HARLINGEN, Texas (July 11, 2012) -- Air samples from homes of Hispanic mothers-to-be along the Texas-Mexico border contained multiple pesticides in a majority of the houses, according to a study conducted by the School of Medicine at The University of Texas Health Science Center San Antonio.
All the women were in the third trimester of pregnancy, when the fetal brain undergoes a growth spurt. Several studies have reported that pesticide exposure may adversely affect mental and motor development during infancy and childhood. The new report is in the summer issue of the Texas Public Health Journal sent to members this week.
Two-thirds of the families surveyed said they used pest control methods to kill cockroaches, rodents and other pests. Pregnant women and infants often spend 90 percent of their day indoors.
"There is a lack of education in our communities regarding the health hazards of these toxic pest control methods," said lead author Beatriz Tapia, M.D., M.P.H., lecturer at the UT Health Science Center -- Regional Academic Health Center campus in Harlingen, located 10 miles from the border. "We should concentrate on trying to educate families about low-cost methods that prevent infestations and use the least toxic pest control methods first."
A wise alternative
Integrated pest management (IPM) is a low-cost strategy to replace the use of residential pesticides, Dr. Tapia said. IPM focuses on installing screens and caulking doors and windows to keep out pests, putting away food and placing boric acid, a low-impact alternative, in walls.
"Once we educate our women of childbearing age about how they can safely and in a healthy manner diminish pests in their homes, they will feel empowered that they can make a difference in their family's life," Dr. Tapia said. She is a faculty associate in the university's Department of Family and Community Medicine and serves as environmental medicine training coordinator for the South Texas Environmental Education and Research Center (STEER). She co-coordinates a 30-day Harlingen student elective in environmental and occupational medicine.
Samples show presence
The team sampled air in 25 households, finding at least five pesticides in 60 percent of the dwellings. Nine other pesticides were identified in less than one-third of the homes.
Ninety-two percent of the air samples contained o-phenylphenol, which is used as a fungicide, germicide and household disinfectant, while 80 percent included chlorpyrifos, employed in agriculture to kill mosquitoes and other pests. Propoxur, present in granular baits, pet collars and other products, showed up in 76 percent of samples, along with the insecticide diazinon in 72 percent. The herbicide trifluralin turned up in 60 percent of samples.
The U.S. Environmental Protection Agency (EPA) in June 2000 entered into an agreement to eliminate virtually all homeowner uses of chlorpyrifos, except ant and roach baits in child-resistant packaging. The EPA banned residential use of diazinon as of Dec. 31, 2004.
Pregnancy and pesticides don't mix
"Increasingly, pesticide exposures are being linked to neurodevelopmental disorders such as autism and attention deficit hyperactivity disorder (ADHD)," said co-author and STEER Director Claudia S. Miller, M.D., M.S., professor in environmental and occupational medicine with the Department of Family and Community Medicine. "Planning for pregnancy today should include not only prenatal vitamins and a good diet, but also avoiding potentially hazardous pesticides. Instead, use non-toxic approaches for pest control and IPM."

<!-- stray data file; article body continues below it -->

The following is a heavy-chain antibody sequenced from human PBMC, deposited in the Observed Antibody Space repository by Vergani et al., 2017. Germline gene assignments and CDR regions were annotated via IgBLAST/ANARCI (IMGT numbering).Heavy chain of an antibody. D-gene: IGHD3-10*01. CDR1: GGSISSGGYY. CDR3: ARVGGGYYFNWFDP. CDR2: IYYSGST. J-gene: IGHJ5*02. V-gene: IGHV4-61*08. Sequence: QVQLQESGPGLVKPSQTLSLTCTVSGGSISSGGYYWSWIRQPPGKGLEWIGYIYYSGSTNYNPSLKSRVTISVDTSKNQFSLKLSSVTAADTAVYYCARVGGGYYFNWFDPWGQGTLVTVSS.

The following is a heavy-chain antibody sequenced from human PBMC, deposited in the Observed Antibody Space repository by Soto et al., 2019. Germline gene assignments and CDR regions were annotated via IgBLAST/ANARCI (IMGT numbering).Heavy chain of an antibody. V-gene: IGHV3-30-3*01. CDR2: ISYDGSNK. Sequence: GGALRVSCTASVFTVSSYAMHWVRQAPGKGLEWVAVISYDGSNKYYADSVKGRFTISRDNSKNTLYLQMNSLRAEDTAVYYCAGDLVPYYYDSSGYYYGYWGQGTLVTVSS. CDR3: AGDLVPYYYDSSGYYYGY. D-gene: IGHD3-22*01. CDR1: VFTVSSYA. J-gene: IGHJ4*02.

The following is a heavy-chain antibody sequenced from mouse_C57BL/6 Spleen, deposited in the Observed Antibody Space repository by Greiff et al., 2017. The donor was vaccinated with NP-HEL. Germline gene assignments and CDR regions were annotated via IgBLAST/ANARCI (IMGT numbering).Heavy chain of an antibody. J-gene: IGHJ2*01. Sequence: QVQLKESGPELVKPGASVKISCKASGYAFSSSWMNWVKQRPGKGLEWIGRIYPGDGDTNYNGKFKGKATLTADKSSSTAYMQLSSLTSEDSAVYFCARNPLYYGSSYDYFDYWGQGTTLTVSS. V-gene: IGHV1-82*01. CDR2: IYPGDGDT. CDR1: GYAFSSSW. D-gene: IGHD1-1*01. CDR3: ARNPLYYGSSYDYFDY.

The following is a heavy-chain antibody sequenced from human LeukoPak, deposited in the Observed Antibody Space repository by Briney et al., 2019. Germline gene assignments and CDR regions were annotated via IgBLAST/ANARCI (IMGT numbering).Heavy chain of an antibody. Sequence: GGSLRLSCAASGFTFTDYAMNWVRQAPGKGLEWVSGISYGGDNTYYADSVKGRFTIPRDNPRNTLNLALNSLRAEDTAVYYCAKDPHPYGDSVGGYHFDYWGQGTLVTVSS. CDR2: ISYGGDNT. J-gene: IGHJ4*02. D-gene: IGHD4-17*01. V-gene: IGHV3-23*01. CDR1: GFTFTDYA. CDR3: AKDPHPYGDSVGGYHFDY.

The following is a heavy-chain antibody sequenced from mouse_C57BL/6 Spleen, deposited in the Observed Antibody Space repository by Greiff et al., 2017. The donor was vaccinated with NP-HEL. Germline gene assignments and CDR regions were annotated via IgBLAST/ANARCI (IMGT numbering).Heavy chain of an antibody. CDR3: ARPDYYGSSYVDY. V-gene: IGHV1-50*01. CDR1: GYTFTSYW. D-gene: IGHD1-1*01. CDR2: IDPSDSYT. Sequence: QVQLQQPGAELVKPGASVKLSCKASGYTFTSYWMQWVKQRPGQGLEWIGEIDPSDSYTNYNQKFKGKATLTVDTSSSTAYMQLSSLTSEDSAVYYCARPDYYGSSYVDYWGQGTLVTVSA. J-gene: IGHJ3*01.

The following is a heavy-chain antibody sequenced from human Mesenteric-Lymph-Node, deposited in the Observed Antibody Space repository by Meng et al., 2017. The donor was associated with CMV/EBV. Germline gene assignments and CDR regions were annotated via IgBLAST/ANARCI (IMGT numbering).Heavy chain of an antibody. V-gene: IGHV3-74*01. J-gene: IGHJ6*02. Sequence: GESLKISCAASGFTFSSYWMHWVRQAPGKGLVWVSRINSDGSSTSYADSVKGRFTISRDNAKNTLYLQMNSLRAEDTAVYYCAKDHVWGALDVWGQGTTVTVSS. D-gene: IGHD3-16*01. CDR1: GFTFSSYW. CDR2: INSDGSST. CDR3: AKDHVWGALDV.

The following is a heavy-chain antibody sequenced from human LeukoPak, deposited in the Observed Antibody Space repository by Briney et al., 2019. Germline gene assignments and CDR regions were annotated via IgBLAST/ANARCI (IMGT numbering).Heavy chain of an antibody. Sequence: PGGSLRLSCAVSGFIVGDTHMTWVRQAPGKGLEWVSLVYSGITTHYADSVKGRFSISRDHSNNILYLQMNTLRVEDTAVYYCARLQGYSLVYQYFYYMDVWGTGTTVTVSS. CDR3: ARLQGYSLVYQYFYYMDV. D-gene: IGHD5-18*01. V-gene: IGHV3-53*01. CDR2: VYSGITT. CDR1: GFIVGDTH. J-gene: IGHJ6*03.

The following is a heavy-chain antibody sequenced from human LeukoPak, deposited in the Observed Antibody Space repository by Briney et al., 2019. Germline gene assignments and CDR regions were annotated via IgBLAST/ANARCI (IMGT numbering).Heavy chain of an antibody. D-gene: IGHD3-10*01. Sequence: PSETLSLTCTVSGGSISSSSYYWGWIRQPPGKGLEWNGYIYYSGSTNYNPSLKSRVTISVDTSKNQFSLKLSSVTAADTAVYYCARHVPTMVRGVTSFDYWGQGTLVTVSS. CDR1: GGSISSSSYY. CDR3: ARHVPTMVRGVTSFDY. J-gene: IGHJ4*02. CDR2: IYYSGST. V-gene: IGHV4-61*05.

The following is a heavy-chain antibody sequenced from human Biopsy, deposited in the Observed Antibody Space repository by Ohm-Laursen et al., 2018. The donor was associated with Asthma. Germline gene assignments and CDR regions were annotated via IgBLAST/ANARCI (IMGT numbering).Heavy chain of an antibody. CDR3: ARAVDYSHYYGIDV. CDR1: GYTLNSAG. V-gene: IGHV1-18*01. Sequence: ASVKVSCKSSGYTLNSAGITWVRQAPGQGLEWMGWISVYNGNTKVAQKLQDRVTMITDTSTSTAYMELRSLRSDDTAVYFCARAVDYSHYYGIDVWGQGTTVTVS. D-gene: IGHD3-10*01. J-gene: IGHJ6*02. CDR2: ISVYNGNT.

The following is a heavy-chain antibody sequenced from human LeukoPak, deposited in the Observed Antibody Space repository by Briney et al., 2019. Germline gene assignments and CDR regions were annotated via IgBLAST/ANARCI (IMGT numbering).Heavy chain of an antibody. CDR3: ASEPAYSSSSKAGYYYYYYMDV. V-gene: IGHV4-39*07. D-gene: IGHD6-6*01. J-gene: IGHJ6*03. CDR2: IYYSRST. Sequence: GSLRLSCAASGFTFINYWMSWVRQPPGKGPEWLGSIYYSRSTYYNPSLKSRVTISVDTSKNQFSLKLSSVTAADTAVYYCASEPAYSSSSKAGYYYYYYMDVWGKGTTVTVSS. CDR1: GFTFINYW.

Environmental medicine researchers at the Harlingen campus modeled the pilot project on studies conducted by the Columbia Center for Children's Environmental Health. These studies, which sampled air in homes of mother/newborn pairs in northern Manhattan or South Bronx, showed that fetal and childhood exposure to pesticides can be measured in indoor air and can adversely affect fetal growth in a minority population.
Young Hispanics recruited
The Harlingen researchers recruited pregnant Hispanic women from two maternity clinics in Hidalgo County. Enrolled women were 18-35 years old, had no serious medical conditions and had reached 30-34 weeks of gestation. The team asked the women questions about pesticide use and exposure, proximity to agricultural fields, and how often they saw spraying operations or detected pesticide or other odors drifting from fields.
Air samples were measured for multiple pesticides used in agriculture, given the close proximity of the fields to participant homes. These pesticides turned up in 12 percent of the homes, not as high a number as expected. "The reality is, when these pesticides are used outdoors, the sun and soil do their part and eliminate them from the environment," Dr. Tapia said. "Indoors you don't have nature helping you."
Outdoor exposures may not be reflected
Outdoor and indoor exposures are measured differently. "Agricultural spraying tends to result in shorter-term bursts, so-called acute exposures that may not be captured in a study like ours," Dr. Miller said. "This is a limitation of most pesticide exposure studies in agricultural areas."
The article is the first clinical research publication to come out of the RAHC Medical Education Division at Harlingen in Cameron County. Multiple scientific publications have come out of the RAHC Medical Research Division campus at Edinburg in Hidalgo County.
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